Last Friday, 28 March 2014, Justice Logan of the Federal Court of Australia ordered Flight Centre to pay a total of $11 million (in civil penalties) for attempted price fixing in ACCC v Flight Centre Limited (No 3) [2014] FCA 292

This decision on penalty follows his Honour’s findings in ACCC v Flight Centre Limited (No 2) [2013] FCA 1313, where his Honour found Flight Centre engaged in conduct whichconstituted an illegal attempt to fix prices in relation to Flight Centre’s retail or distribution margin for air fares for international air travel in the period August 2005 to March 2009 with three airlines (Singapore Airlines, Emirates and Malaysia Airlines). For other articles authored on this case by Gilbert + Tobin click here.


Justice Logan imposed pecuniary penalties totalling $11 million dollars.

This total amount was made up of five separate individual penalties for attempting to induce the following airlines to enter into price-fixing agreements:

  •  Singapore Airlines (March 2006):  $2 million;
  •  Emirates (May 2008):  $2 million;
  •  Emirates (December 2008):  $2 million;
  •  Malaysian Airlines (March 2009):  $2 million; and
  •  Singapore Airlines (May 2009):  $3 million.

The contravention in August 2005 (with respect to Singapore Airlines) was found to be outside the statute of limitation and therefore did not attract a direct penalty (the limitation period under the (Competition and Consumer Act) (CCA) is 6 years).

Penalties under the CCA

The factors that the Court is required to take into account when determining an appropriate penalty under Part IV of the CCA are well established. Factors referred to by the Courts include:

  • the size of the contravening company;
  • the deliberateness of the contraventions and the period over which it extended;
  • whether the contravention arose out of the conduct of senior management of the contravener or at some lower level;
  • whether the contravener has shown a disposition to co-operate with the authorities; and
  • the financial position of the contravener.

Relevantly, under the CCA, the maximum penalty may be the greater of $10 million or 10% of annual turnover per contravention

In the penalty proceedings, the ACCC attempted to plead late (after judgment in the primary decision was handed down) that the penalty should be determined by reference to 10% of the annual turnover of Flight Centre and not the $10 million maximum (s 76(1A) of the former Trade Practices Act ). In which case, any penalties would be substantially greater than $10 million. His Honour decided that a turnover based penalty was not open to the ACCC due a defect in the ACCC’s pleading (see below).


Flight Centre suggested that no pecuniary penalty should be imposed because the undertaking offered by it during the penalty hearing were sufficient. His Honour did not accept this, and considered that in relation to Flight Centre, it was appropriate to impose a pecuniary penalty. To not do so would not make clear that “ the cost of courting a risk of contravention of the Act cannot be regarded as acceptable cost of doing business ” [sic].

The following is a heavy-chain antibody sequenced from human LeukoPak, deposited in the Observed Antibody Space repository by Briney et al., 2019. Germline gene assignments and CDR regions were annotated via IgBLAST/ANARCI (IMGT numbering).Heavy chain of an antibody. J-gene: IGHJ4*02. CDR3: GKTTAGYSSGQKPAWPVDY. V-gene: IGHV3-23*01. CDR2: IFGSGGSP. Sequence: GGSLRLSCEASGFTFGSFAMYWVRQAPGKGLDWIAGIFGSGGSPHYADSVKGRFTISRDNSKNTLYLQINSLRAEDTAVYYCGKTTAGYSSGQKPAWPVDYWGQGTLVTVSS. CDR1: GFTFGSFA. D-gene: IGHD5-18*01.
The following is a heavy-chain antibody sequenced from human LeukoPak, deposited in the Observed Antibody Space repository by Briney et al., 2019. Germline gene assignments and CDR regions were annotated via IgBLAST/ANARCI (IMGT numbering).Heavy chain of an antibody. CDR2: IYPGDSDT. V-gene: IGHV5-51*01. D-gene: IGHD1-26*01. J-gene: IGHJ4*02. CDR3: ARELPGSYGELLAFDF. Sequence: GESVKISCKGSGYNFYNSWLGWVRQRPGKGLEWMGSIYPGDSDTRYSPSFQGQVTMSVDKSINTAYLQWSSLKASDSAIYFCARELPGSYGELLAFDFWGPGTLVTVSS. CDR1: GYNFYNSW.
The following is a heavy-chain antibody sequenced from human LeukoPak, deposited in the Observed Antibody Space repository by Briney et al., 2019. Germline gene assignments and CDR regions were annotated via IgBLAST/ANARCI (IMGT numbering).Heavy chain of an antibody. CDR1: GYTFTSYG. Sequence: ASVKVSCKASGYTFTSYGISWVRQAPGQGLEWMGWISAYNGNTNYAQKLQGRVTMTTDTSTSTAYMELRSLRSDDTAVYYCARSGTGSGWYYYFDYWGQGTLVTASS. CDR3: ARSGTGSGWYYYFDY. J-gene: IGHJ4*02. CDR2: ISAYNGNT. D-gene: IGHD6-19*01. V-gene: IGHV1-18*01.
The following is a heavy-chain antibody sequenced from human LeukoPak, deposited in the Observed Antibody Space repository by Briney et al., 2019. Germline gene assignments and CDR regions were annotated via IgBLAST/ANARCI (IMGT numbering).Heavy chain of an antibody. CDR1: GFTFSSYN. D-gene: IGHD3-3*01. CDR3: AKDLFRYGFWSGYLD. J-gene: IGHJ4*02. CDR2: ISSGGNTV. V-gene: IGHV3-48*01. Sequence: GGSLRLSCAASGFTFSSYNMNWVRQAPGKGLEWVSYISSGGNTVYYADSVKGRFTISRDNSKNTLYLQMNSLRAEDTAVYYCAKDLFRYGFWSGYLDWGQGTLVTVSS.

His Honour considered that a total penalty of $11 million was appropriate having regard to the following factors:

  •  Per se prohibitions: The contraventions involved per se prohibitions (ie, price-fixing).
  •  Size of company/market share: His Honour noted that Flight Centre was a major public company, with at least 20% of the market in respect of the distribution and booking of international air travel from Australia, and that Flight Centre’s threats to the airlines carried the weight associated with that market power. In this sense, Flight Centre’s conduct was considered “ wholly mercenary, not altruistic in its purpose and of the very kind proscribed by Parliament ”.
  •  Character and pattern of conduct: Flight Centre’s conduct was part of a concerted pattern of reactive corporate conduct by Flight Centre. In addition, His Honour was clearly concerned by the essential character of the conduct, which he saw as being “… flagrant conduct by a major, profitable public company enjoying a significant market share ”.
  •  Senior management involvement: In imposing the penalty, for the sixth contravention he imposed a pecuniary penalty of $3 million (being an increase of $1 million over the other contraventions) reflecting the direct involvement of senior management in that contravention.
  •  Attempt: His Honour considered it is equally important to deter attempts as well as successful contraventions and noted that but for the fact that the conduct involved attempts, he would have imposed greater penalties.
  •  Deterrence: As was recently emphasised by the High Court in the TPG proceedings, deterrence plays a primary role in determining the penalty. In this case, the fact the conduct was engaged in to drive Flight Centre’s profits required his Honour to ensure others would be deterred from such conduct.


The key take-outs from His Honour’s decision are that:

  •  even attempts will be regarded as serious contraventions of the CCA;
  •  per se offences (eg price fixing and retail price maintenance) can give rise to very significant penalties;
  •  if senior management are involved, this will attract a more significant penalty than may otherwise be the case; and
  •  similarly, evidence that the conduct is concerted and deliberate will also attract a more significant penalty.

It should not be forgotten that penalties under the CCA are $10 million or 3 x the gain or 10% of the turnover. While many decisions under the CCA to date have focussed on the $10 million maximum, businesses should not be complacent that any penalties will be capped at $10 million, including because a significant number of cases will involve multiple contraventions of the CCA. This is particularly relevant for major profitable public companies.